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Prof. Engelsma is professor of Dogmatics and Old Testament in the Protestant Reformed Seminary. Previous article in this series: November 15, 2006, p. 82.

Introduction


In the two preceding articles I have contended that, despite the vigorous controversy in the Dutch Reformed tradition over the issue, the Reformed churches in the Netherlands settled the issue whether election governs the covenant, very early in their history. In two early, official documents, these churches taught that there is a close relation between the eternal decree and the historical covenant of grace and that this relation is election’s governing the covenant. The two documents are the Reformed “Form for the Administration of Baptism” and the Canons of Dordt.

That the Reformed churches in the Netherlands established this relation of election and the covenant as early as 1574, when the baptism form was first adopted, and 1618/1619, when the churches adopted the Canons of Dordt, should not surprise us. The churches then were living in the conviction of the Reformation gospel of salvation by sovereign, particular grace alone, which gospel is rooted in predestination. The Reformed churches in the Netherlands simply applied the gospel of sovereign grace to the covenant.

The preceding article began a demonstration of the relation of election and the covenant in the Reformed baptism form. It examined the important line in the doctrinal section of the form, “And although our young children do not understand these things, we may not therefore exclude them from baptism, for as they are without their knowledge partakers of the condemnation in Adam, so are they again received unto grace in Christ.”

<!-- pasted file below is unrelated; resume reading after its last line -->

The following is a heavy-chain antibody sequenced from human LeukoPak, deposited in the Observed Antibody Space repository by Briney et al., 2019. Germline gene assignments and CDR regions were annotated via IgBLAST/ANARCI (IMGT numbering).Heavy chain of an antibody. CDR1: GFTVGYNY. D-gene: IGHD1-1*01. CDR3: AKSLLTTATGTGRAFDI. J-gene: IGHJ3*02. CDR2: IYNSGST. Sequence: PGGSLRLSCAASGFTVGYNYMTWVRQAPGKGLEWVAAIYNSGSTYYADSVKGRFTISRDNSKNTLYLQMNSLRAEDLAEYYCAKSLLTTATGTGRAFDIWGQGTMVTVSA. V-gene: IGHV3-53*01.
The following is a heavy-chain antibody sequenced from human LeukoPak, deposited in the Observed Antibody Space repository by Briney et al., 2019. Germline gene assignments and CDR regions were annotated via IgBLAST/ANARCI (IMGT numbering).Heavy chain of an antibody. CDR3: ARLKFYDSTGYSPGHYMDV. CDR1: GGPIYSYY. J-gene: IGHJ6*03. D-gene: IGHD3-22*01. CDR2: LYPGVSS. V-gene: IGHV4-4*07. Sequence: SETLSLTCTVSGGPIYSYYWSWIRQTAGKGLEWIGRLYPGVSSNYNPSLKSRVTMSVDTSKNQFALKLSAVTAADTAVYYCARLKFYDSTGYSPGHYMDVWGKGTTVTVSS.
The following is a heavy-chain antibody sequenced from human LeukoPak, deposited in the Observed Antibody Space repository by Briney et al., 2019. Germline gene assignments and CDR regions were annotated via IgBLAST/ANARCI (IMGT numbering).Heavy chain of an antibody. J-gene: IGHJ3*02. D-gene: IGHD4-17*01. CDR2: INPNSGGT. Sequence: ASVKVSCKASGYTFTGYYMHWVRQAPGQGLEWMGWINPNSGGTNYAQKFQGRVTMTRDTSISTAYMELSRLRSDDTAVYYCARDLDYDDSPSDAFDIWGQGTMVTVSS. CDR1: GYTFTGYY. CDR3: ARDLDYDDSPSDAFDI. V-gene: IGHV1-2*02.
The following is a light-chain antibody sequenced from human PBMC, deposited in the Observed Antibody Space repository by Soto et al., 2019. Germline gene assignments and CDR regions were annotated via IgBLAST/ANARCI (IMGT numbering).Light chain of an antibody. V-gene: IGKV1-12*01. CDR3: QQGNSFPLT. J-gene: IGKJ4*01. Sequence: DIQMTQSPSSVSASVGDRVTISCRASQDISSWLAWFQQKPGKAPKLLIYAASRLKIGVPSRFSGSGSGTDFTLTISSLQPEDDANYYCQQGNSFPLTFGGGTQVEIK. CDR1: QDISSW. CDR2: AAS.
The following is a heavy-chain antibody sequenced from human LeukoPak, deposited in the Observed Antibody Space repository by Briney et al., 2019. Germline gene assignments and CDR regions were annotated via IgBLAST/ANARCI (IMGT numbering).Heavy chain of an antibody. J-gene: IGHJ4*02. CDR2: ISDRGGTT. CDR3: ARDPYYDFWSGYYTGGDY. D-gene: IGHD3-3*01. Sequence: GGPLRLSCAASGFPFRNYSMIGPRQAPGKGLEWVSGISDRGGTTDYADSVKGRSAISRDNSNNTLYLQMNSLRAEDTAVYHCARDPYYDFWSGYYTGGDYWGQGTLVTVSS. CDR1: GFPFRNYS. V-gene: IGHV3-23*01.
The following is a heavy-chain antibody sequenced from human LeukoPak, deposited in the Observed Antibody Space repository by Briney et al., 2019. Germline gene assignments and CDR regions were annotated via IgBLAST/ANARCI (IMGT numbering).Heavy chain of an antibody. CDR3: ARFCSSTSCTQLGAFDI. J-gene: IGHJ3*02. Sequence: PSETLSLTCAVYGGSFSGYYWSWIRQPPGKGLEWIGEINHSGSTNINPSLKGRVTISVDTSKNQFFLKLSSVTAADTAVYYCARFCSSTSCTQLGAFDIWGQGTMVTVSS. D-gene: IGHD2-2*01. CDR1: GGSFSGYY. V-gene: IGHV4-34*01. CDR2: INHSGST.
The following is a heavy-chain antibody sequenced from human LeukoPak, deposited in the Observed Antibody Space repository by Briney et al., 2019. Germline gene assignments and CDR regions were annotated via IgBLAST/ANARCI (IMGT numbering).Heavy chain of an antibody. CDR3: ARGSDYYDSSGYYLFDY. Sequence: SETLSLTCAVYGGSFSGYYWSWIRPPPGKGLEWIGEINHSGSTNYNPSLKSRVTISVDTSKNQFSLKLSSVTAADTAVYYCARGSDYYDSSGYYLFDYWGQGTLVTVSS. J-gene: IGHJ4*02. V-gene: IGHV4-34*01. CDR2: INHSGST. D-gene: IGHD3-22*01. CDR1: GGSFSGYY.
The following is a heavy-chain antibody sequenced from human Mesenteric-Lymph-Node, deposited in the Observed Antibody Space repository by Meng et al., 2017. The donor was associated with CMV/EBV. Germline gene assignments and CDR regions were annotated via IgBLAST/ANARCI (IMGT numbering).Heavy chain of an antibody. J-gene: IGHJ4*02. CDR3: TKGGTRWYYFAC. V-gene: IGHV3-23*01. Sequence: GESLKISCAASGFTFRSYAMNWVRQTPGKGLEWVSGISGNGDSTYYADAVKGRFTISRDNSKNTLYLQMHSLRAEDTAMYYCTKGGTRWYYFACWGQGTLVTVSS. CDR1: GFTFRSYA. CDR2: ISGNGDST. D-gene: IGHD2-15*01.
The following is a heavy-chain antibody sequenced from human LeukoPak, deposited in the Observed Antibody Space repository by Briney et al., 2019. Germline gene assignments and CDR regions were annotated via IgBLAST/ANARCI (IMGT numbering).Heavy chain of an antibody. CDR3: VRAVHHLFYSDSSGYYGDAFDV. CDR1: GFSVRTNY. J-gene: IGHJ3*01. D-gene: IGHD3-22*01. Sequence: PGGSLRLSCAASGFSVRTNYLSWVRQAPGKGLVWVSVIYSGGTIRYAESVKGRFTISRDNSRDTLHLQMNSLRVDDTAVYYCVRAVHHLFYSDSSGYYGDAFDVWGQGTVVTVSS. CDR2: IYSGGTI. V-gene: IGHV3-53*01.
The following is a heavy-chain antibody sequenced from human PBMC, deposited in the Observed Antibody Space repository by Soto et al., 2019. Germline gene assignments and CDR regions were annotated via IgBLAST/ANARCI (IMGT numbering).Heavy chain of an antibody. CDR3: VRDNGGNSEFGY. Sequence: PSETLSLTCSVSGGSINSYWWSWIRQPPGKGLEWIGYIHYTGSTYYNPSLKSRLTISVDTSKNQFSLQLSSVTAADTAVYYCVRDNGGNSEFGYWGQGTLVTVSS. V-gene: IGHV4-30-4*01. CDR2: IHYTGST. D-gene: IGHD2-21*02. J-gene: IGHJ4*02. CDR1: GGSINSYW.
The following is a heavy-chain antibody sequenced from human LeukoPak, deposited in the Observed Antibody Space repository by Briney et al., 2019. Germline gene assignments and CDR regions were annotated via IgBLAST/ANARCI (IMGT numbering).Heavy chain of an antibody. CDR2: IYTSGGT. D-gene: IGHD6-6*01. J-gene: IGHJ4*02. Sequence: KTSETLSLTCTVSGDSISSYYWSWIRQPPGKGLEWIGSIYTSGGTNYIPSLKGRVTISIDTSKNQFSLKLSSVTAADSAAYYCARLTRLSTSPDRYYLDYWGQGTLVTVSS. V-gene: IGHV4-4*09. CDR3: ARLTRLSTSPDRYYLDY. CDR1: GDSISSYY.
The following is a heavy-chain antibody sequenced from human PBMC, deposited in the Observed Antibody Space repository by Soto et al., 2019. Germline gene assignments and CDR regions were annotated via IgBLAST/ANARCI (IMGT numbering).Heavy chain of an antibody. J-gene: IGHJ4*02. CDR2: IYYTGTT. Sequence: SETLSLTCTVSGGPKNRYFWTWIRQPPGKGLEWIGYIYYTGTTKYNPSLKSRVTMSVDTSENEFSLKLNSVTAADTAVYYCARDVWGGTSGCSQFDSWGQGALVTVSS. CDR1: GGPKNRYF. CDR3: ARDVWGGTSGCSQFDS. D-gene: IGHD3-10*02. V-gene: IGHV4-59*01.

This article continues the examination of the baptism form, considering the controversial phrase describing the infants who are to be baptized as “sanctified in Christ.”


Infants “Sanctified in Christ”


That the Reformed baptism form views the covenant children of godly parents as the elect among their offspring, and therefore sees the covenant as governed by election, is evident also from the first question in that section of the form that is an admonition to the parents.

Whether you acknowledge that, although our children are conceived and born in sin and, therefore, are subject to all miseries, yea, to condemnation itself; yet that they are sanctified in Christ and, therefore, as members of His church ought to be baptized?